WASHINGTON President Bush has accused nameless ''revisionist historians'' of seeking to undermine him on Iraq by rewriting the course of events. But he and his top advisers have offered some revisions of their own.
Administration officials, for instance, offer repeated upbeat progress reports on Iraq even in the face of rising American casualties, growing costs and more frequent acts of sabotage. They continue to talk about Saddam Hussein's weapons of mass destruction, even though none has been found.
They defend stationing 130,000 U.S. troops in Iraq and the request to Congress for $87 billion more for Iraq and Afghanistan even though the troop size and reconstruction costs far exceed what officials previously said were needed.
Bush, meanwhile, continues to make light of the fact that countries such as France, Germany, Russia, India and Turkey have given a chilly reaction to his request for more U.N. peacekeeping help.
''In terms of reconstruction aid, we're getting help and (Secretary of State) Colin Powell continues to ask for help,'' Bush said during a news conference at Camp David last week with Jordan's King Abdullah II.
Bush speaks about Iraq to the U.N. General Assembly on Tuesday. ''We'll remind our European friends that we're making good progress there,'' he said.
Yet a new U.S. draft resolution designed to increase international involvement in Iraq's rebuilding will not be ready in time for his speech, Bush acknowledged last week.
For an administration known for discipline, Bush and senior members of his team have lately seemed to be on different pages when it comes to Iraq.
After months of hinting vaguely at connections between the Sept. 11 hijackers and Saddam Hussein, Bush said last week there was ''no evidence of such a link.''
Only days earlier, Vice President Dick Cheney said on NBC's ''Meet the Press'' that ''I think it's not surprising that people make that connection.''
Cheney resurrected earlier claims that Iraq had sought to acquire uranium in Africa for nuclear weapons; the CIA has discredited such claims. Other officials have apologized that the allegation found its way into Bush's State of the Union address.
The vice president also repeated an old assertion that two truck trailers found in Iraq were mobile biological laboratories, even though U.S. intelligence analysts have questioned that. One Defense Intelligence Agency report said the trailers were more likely used for hydrogen production for military weather balloons.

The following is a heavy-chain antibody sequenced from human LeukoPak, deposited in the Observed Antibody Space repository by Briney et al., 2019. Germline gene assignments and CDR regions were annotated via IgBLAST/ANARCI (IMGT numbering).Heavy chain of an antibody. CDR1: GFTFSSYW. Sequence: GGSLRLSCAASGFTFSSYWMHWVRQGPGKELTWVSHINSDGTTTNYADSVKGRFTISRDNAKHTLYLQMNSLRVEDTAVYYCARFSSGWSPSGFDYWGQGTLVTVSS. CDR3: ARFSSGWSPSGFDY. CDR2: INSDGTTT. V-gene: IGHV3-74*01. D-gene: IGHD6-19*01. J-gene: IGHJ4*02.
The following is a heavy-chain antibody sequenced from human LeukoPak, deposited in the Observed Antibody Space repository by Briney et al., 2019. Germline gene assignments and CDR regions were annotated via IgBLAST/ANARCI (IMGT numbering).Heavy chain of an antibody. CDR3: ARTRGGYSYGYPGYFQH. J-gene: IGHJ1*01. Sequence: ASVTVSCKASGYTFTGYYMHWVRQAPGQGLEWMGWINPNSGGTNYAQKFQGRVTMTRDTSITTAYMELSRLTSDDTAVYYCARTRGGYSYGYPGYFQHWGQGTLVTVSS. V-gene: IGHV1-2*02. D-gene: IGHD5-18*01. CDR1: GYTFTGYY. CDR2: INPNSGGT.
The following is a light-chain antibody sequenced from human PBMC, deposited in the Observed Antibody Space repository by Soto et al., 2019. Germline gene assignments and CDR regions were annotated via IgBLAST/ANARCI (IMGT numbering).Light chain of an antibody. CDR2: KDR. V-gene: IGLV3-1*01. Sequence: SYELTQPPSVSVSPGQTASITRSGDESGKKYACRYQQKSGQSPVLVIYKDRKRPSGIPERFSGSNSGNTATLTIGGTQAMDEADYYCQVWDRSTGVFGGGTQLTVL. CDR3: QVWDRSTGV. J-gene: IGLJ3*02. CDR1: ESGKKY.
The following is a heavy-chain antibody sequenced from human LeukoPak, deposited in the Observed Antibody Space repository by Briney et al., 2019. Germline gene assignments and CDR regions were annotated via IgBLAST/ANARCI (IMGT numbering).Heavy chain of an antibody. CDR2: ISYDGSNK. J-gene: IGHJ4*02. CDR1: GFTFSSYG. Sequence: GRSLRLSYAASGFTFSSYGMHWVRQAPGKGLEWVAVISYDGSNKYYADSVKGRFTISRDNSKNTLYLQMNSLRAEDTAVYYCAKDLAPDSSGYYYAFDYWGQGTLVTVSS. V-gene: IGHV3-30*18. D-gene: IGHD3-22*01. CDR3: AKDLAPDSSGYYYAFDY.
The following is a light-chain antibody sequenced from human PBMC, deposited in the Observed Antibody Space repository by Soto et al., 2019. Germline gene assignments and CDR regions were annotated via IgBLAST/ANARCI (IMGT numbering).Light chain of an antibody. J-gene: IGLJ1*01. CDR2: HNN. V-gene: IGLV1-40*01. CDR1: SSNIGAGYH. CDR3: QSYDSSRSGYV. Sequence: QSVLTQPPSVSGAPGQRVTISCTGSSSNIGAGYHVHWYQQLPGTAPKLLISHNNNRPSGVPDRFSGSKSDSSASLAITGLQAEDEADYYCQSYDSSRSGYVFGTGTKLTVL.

The administration's sometimes conflicting accounts of the realities of postwar Iraq, its upbeat assessments and its lack of specifics on troops and costs are fueling Democratic attacks.
Rep. John P. Murtha of Pennsylvania, one of the strongest Democratic supporters of the war, stunned administration officials last week when he urged Bush to fire advisers who helped set U.S. policy in Iraq. That was widely seen as a stinging rebuke of Defense Secretary Donald H. Rumsfeld and his top deputy, Paul Wolfowitz.
Murtha did not name them. But he said he had been misled into voting for the war by top administration officials.
Said Senate Democratic leader Tom Daschle of South Dakota: ''I think that the administration needs to be more clear.''
Bush's defenders deny that the administration is manipulating facts or deliberately making assertions that are not true.
''Fighting this war on terror is something nobody's ever done before, so there will obviously be mistakes here and there,'' said House Majority Leader Tom DeLay, R-Texas. He said that when a mistake is made, ''they quickly correct it.''
Rick Barton of the Center for Strategic and International Studies, an expert on postwar reconstruction who recently returned from a fact-finding tour of Iraq, suggests the administration is bound to keep making mistakes because it does not yet have a grasp on what rebuilding Iraq will fully entail.
''I don't think throwing money at it is the answer,'' he said. For one thing, he said, ''We have not engaged the Iraqi public in a sufficiently effective way.''
The White House continues to emphasize the positive.
''We continue to receive a lot of positive feedback from the Iraqi people,'' said White House spokesperson Scott McClellan.
''We always recognize there are some difficulties and frustrations that happen when you're moving toward transferring this responsibility back to the Iraqi people. ... It takes time,'' he added.
Tom Raum has covered Washington for The Associated Press since 1973, including five presidencies.
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